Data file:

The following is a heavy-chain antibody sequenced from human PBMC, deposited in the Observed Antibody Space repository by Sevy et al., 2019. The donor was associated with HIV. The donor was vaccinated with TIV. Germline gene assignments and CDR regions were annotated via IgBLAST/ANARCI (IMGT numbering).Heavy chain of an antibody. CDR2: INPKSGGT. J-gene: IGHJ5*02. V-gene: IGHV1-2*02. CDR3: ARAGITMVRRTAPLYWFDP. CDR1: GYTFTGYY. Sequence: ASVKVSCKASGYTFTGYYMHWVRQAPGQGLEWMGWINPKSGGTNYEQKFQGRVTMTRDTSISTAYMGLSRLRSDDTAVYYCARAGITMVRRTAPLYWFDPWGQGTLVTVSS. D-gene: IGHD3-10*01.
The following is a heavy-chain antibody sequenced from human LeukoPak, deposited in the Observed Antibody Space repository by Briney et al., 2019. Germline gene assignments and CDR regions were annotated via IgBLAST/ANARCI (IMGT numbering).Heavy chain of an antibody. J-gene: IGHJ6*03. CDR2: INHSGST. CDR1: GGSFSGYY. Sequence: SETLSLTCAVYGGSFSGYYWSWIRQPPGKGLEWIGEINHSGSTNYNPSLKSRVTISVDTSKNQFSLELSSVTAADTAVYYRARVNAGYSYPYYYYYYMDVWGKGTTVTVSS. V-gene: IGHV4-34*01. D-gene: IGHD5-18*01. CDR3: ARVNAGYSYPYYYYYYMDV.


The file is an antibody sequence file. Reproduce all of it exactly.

The following is a heavy-chain antibody sequenced from human PBMC, deposited in the Observed Antibody Space repository by Sevy et al., 2019. The donor was associated with HIV. The donor was vaccinated with TIV. Germline gene assignments and CDR regions were annotated via IgBLAST/ANARCI (IMGT numbering).Heavy chain of an antibody. CDR2: INPKSGGT. J-gene: IGHJ5*02. V-gene: IGHV1-2*02. CDR3: ARAGITMVRRTAPLYWFDP. CDR1: GYTFTGYY. Sequence: ASVKVSCKASGYTFTGYYMHWVRQAPGQGLEWMGWINPKSGGTNYEQKFQGRVTMTRDTSISTAYMGLSRLRSDDTAVYYCARAGITMVRRTAPLYWFDPWGQGTLVTVSS. D-gene: IGHD3-10*01.
The following is a heavy-chain antibody sequenced from human LeukoPak, deposited in the Observed Antibody Space repository by Briney et al., 2019. Germline gene assignments and CDR regions were annotated via IgBLAST/ANARCI (IMGT numbering).Heavy chain of an antibody. J-gene: IGHJ6*03. CDR2: INHSGST. CDR1: GGSFSGYY. Sequence: SETLSLTCAVYGGSFSGYYWSWIRQPPGKGLEWIGEINHSGSTNYNPSLKSRVTISVDTSKNQFSLELSSVTAADTAVYYRARVNAGYSYPYYYYYYMDVWGKGTTVTVSS. V-gene: IGHV4-34*01. D-gene: IGHD5-18*01. CDR3: ARVNAGYSYPYYYYYYMDV.